Juvenile Sport Fish Monitoring in Florida Bay

View the photo essay here: Spotting the Seatrout, By: Hanna Payne

 

Upside-down Jellyfish in the waters of the Florida Bay. Image credit: NOAA

Upside-down Jellyfish in the waters of the Florida Bay. Image credit: NOAA

 

Adjacent to Everglades National Park, Florida Bay encompasses the shallow waters, mangrove islands, and grassy banks between mainland Florida and the Keys; an area about 1,000 square miles in size. With an average depth of only 3 feet, the bay is home to a number of marine populations as well as a vital nursery ground for commercial and recreational reef fish species and pink shrimp that support one of the highest valued fisheries in Florida.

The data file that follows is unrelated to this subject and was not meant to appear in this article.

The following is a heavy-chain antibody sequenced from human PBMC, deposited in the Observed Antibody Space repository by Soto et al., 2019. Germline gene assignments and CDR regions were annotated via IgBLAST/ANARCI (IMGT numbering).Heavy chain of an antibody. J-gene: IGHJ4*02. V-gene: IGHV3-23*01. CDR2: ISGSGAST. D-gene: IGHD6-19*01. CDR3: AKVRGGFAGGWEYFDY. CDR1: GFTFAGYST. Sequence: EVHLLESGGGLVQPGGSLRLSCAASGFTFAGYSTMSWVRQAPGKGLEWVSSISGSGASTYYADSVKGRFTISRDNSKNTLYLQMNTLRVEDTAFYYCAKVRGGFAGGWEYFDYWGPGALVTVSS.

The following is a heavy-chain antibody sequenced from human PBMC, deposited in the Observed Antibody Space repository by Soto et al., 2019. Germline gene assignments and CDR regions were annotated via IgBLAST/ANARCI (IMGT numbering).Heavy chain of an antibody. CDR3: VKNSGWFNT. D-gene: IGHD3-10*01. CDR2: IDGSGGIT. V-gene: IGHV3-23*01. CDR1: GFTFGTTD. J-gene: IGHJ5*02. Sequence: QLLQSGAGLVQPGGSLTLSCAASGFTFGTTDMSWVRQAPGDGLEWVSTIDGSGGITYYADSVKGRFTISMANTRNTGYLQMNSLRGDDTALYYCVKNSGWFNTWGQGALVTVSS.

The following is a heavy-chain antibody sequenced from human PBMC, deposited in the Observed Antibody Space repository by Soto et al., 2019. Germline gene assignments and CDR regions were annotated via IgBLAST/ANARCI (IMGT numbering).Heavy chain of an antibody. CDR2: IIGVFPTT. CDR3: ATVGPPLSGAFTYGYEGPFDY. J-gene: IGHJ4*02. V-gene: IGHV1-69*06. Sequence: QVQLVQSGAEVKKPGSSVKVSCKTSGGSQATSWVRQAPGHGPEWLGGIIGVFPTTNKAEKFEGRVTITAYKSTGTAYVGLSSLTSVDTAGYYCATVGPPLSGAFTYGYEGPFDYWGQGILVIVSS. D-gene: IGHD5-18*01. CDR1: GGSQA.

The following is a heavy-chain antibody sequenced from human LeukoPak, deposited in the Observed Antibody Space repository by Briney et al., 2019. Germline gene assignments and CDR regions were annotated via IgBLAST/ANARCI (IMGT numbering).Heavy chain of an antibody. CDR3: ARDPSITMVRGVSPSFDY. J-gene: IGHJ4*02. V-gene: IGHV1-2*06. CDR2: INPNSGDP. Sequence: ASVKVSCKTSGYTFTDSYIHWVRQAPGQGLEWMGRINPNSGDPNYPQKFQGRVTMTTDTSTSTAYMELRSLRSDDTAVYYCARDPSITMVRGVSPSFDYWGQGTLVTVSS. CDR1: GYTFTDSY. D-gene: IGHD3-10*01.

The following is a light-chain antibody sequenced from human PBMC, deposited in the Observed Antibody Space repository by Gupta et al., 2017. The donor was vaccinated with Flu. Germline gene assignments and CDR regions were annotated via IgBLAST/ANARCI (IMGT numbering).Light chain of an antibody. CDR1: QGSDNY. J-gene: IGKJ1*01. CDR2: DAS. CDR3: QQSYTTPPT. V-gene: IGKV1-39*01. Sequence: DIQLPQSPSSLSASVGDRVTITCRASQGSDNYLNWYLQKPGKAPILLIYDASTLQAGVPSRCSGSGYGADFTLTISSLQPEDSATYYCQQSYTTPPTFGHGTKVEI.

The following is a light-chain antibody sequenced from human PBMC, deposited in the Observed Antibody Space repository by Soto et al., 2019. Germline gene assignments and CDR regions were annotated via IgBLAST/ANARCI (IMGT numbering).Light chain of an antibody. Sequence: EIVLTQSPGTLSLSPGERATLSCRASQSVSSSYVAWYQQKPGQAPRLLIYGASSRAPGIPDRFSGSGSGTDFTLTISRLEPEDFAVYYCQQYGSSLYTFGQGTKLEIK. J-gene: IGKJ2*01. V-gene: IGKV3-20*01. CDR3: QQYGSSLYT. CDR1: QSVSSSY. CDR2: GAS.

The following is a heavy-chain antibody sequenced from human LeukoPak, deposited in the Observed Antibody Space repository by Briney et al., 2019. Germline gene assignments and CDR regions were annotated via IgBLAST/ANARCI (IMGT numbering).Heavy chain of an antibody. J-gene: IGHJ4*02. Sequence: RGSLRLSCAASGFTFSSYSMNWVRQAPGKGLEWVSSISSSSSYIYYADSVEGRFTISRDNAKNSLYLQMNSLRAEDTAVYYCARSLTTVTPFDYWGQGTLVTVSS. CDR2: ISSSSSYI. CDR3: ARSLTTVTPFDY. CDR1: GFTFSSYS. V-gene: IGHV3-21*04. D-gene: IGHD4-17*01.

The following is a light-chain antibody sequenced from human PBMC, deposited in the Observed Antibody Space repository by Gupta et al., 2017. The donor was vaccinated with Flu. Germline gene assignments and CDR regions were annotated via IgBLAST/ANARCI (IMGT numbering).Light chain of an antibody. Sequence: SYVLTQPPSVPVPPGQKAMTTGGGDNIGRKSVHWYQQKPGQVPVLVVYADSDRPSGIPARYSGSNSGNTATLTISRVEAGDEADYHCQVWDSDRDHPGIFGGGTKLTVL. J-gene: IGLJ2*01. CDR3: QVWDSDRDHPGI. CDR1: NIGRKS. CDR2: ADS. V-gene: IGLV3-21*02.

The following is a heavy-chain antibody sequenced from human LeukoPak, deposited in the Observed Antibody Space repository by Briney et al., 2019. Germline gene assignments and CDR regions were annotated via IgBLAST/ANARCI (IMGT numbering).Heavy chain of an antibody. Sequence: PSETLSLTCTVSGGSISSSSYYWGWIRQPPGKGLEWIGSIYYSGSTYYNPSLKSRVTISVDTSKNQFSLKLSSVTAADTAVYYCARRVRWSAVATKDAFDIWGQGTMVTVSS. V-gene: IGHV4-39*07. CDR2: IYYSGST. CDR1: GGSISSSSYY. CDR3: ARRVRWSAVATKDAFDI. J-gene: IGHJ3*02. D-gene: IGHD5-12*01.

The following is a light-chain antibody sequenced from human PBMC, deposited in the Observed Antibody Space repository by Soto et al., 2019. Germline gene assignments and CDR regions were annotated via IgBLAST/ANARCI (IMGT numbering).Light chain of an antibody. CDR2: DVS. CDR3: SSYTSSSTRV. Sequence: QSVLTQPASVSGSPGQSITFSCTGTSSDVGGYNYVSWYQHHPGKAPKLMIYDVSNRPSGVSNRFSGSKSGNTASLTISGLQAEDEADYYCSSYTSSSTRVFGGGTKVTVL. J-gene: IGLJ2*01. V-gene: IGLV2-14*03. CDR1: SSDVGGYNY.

Florida Bay plays host to a wide range of marine species. Image credit: NOAA

Florida Bay plays host to a wide range of marine species. Image credit: NOAA

 

Because of its importance as a nursery, the bay also plays host to a group of NOAA researchers who are investigating how habitat changes in Florida Bay are impacting juvenile sportfish populations, with a focus on the spotted seatrout. The study aims to examine the relationship between juvenile spotted seatrout abundance, salinity, temperature, and seagrass, and use the data to quantify and predict the impacts of Everglades Restoration.

 

Read the full story here: Spotting the Seatrout, By: Hanna Payne

 


For more information, please contact AOML Communications at 305-361-4541 or by email at aoml.communications@noaa.gov


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